If the sound of shivering could be made into sound, that was what was emanating from my purse as the chorus of little dancing lady puppets huddled together upon hearing the sound of the tropical storm outside. “Will we,” one meek voice ventured, “blow away if you go outside? Is the story of Chicken Little right, that the sky IS falling?” The night was Sunday, the date was 2011 and the place was New England. Hurricane Irene had hit, and while her hit was strong yet under-whelming in the form of damage in our area of New England, others were hit very hard. We were lucky, I learned the next day. Large, ancient trees were down all over the neighborhood, loosened by the extra rain of the summer and the intense winds.
Karagöz was paying those little ladies no mind. Whipping it up in the wind, he was thrilled to be engaged in his usual shrieking-while-twirling activities – the wind and the rain only egged him on. He was hanging out on the porch with M. and our dear friend’s son, also an intrepid mangal-maniac, M2, who were debating the best way to break out the mangal (BBQ) in the midst of all the rain and wind. The various solutions discussed included underneath the porch in a mud-filled area, or under an umbrellla on the porch. In the end, the latter won out, and we were treated to delicious, hand-made spicy sausages along with grilled zuccini and red pepepr.
Hacivad looked on from inside the window, perched on the windowsill between the orchids, he appeared to be meditating in favor of no sparks in the house, reciting the following from his favorite Rumi, over and over “move outside the tangle of fear-thinking. Live in silence. Flow down and down in always widening rings of being.”
I prayed that our neighbors would not be upset that we were grilling on the deck – which I think may be illegal in these parts. Once a shower of sparks started to blow in the wind towards our neighbors’ house, I went inside to join Hacivad and to put the final touches on the dinner table for our hurricane party.
I joked with friends the day before, that it was perhaps cross-cultural differences that had driven our hurricane-preparedness response as a couple. Me, the intrepid Yankee who has lived through several major storms in her life, went straight for the candles, batteries, flashlights, canned food, water and packaged milk. I planned a few days worth of menus that could be kept out of the fridge (aka meat and dairy free) so that they would not spoil. As the grilling was going on outside, the kitchen was set, with great big bowls of handmade pasta pesto and zuccini, smoked paprika and lemon potato salad and sesame-soy buckwheat noodles with cilantro and shredded vegetables along with garlic-sauteed tofu. After seeing that all of my hurricane-proof food was in order, supervised by the pleasant and pleased tut-tutting and cluck-clucking of Kenne and Khadijah, who fully approved of my efforts as the matron of the home, I checked to make sure the basement still had no water coming in. So far, so good, dry as a bone.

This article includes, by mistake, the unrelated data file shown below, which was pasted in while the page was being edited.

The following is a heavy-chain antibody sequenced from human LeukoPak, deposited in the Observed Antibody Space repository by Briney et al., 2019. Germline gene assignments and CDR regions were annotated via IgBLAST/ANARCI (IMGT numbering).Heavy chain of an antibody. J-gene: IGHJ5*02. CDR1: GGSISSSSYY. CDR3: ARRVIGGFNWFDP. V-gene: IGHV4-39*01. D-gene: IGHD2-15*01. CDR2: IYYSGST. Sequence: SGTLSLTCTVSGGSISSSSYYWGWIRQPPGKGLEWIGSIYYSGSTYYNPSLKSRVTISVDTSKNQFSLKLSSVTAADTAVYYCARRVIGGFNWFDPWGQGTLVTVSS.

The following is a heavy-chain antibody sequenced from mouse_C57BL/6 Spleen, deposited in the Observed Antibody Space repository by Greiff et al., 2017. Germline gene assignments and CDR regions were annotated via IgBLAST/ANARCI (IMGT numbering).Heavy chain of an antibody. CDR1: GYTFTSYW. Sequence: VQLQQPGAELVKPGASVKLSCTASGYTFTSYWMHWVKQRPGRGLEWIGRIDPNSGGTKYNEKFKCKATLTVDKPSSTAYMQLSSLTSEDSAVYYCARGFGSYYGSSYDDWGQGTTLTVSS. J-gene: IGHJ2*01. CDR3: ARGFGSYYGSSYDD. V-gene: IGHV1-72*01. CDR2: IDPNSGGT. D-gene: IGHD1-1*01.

M., on the other hand, the self-declared “tough Turk” to my “chicken little” of “the sky is falling fame,” was whooping it up with great gales of laughter along with M2, and of course, unknowingly, Karagöz, who was loving every minute of the joking and laughing, most of which, as far as I understood, contained many references to “the Laz people” or the much-maligned Turks of the Black Sea region who are known to do many a dumb thing…I neglected to point out that grilling on the deck in a hurricane with sparks flying over the the neighbors might be just such a thing…
M.’s approach to hurricane preparedness had been the opposite of mine. M. had sauntered around the supermarket making fun of all the harried hurricane preparers. I tried to pretend that I did not know him as he cried out in mock sotto voce “the world is coming to an end with the Hurricane – quick – buy up all the water! Oh, and the tinned peaches too!” As he amped and vamped down the aisles, generally freaking out all that he came across, and causing them to load even more water and tinned peaches into their overflowing carts, he did pick out a few things, namely, some lovely sparkling water in tiny portions, extra charcoal for the mangal, beer – and cash. “It will not be such a big deal,” he announced, with pride, “don’t worry so much. They sky will not fall, Ms. Chicken Little.”
Later that day, I commiserated with another friend in a cross-cultural marriage, whose African husband took a somewhat laissez-faire attitude to impending Irene. Some days later, a day into living without power, he had asked whether there was enough baby food, to which I can imagine her response! However, upon hearing from another friend, this time a Turkish woman with an American husband, I decided this was a gender dynamic, not a cultural one. This woman had done all of the preparedness work – the American brushing off the potential horrors of the storm. Kenne and Khadijah looked at me with sarcastic, sidelong glances – “are you really surprised that it is the women worrying about this? Hearth and home, m’lady, heart and home.”
A few days later, M. showed me scathing critiques in Milliyet, one of the large Turkish daily newspapers, ranting about the over-reporting and hype around Hurricane Irene and bragging that all of the Turkish stores and lokantas in New York City had remained open. One man was quoted as saying that “the winds were like normal winds in Turkey, no big deal 74 MPH.” M. explained this away with a snort “it’s sort of like a macho Laz person, they think they are the invincible tough Turk, maybe they need a little bit of Chicken Little too.”